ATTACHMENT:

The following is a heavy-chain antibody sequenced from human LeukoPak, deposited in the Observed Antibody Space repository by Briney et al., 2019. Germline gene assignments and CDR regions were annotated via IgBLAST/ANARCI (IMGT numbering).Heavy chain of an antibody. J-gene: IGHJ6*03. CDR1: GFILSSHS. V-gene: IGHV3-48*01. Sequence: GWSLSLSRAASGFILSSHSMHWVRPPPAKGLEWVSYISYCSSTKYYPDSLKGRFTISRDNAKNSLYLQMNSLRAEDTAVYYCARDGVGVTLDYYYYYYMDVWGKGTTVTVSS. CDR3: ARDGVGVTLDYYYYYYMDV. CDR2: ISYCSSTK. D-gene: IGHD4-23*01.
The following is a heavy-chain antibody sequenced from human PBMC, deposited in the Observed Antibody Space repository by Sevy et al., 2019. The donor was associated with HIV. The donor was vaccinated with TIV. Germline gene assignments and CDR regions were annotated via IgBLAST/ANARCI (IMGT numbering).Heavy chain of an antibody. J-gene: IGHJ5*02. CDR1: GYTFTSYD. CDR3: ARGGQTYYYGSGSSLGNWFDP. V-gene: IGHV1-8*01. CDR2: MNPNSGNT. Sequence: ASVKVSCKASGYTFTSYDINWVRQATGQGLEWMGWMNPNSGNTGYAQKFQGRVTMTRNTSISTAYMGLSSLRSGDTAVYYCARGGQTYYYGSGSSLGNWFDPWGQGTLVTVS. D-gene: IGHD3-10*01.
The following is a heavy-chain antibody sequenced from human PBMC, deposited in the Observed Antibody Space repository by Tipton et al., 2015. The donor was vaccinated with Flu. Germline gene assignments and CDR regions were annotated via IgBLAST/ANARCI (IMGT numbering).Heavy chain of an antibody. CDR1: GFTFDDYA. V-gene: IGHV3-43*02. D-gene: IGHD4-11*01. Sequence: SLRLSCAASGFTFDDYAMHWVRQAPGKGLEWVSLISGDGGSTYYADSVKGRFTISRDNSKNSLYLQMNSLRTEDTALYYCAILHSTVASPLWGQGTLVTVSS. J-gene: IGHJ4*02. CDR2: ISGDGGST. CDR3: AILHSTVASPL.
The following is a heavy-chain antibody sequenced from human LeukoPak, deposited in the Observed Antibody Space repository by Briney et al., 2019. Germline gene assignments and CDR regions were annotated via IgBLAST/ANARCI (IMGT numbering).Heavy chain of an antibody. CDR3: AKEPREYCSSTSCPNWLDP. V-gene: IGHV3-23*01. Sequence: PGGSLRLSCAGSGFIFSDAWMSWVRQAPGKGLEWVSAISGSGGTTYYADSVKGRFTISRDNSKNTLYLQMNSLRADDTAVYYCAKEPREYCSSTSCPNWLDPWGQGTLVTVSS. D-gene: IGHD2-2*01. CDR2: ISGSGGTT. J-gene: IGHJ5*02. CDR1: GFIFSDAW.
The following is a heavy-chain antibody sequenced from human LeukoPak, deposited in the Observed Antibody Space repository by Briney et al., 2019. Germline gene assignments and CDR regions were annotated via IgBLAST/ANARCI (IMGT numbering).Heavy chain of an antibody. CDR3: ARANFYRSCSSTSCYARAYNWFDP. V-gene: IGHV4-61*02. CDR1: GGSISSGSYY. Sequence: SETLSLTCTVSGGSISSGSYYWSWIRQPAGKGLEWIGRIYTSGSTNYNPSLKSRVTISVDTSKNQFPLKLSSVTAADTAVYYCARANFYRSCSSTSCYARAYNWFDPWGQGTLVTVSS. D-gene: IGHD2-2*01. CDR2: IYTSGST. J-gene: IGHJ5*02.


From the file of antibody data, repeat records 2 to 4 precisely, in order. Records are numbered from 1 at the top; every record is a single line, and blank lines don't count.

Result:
The following is a heavy-chain antibody sequenced from human PBMC, deposited in the Observed Antibody Space repository by Sevy et al., 2019. The donor was associated with HIV. The donor was vaccinated with TIV. Germline gene assignments and CDR regions were annotated via IgBLAST/ANARCI (IMGT numbering).Heavy chain of an antibody. J-gene: IGHJ5*02. CDR1: GYTFTSYD. CDR3: ARGGQTYYYGSGSSLGNWFDP. V-gene: IGHV1-8*01. CDR2: MNPNSGNT. Sequence: ASVKVSCKASGYTFTSYDINWVRQATGQGLEWMGWMNPNSGNTGYAQKFQGRVTMTRNTSISTAYMGLSSLRSGDTAVYYCARGGQTYYYGSGSSLGNWFDPWGQGTLVTVS. D-gene: IGHD3-10*01.
The following is a heavy-chain antibody sequenced from human PBMC, deposited in the Observed Antibody Space repository by Tipton et al., 2015. The donor was vaccinated with Flu. Germline gene assignments and CDR regions were annotated via IgBLAST/ANARCI (IMGT numbering).Heavy chain of an antibody. CDR1: GFTFDDYA. V-gene: IGHV3-43*02. D-gene: IGHD4-11*01. Sequence: SLRLSCAASGFTFDDYAMHWVRQAPGKGLEWVSLISGDGGSTYYADSVKGRFTISRDNSKNSLYLQMNSLRTEDTALYYCAILHSTVASPLWGQGTLVTVSS. J-gene: IGHJ4*02. CDR2: ISGDGGST. CDR3: AILHSTVASPL.
The following is a heavy-chain antibody sequenced from human LeukoPak, deposited in the Observed Antibody Space repository by Briney et al., 2019. Germline gene assignments and CDR regions were annotated via IgBLAST/ANARCI (IMGT numbering).Heavy chain of an antibody. CDR3: AKEPREYCSSTSCPNWLDP. V-gene: IGHV3-23*01. Sequence: PGGSLRLSCAGSGFIFSDAWMSWVRQAPGKGLEWVSAISGSGGTTYYADSVKGRFTISRDNSKNTLYLQMNSLRADDTAVYYCAKEPREYCSSTSCPNWLDPWGQGTLVTVSS. D-gene: IGHD2-2*01. CDR2: ISGSGGTT. J-gene: IGHJ5*02. CDR1: GFIFSDAW.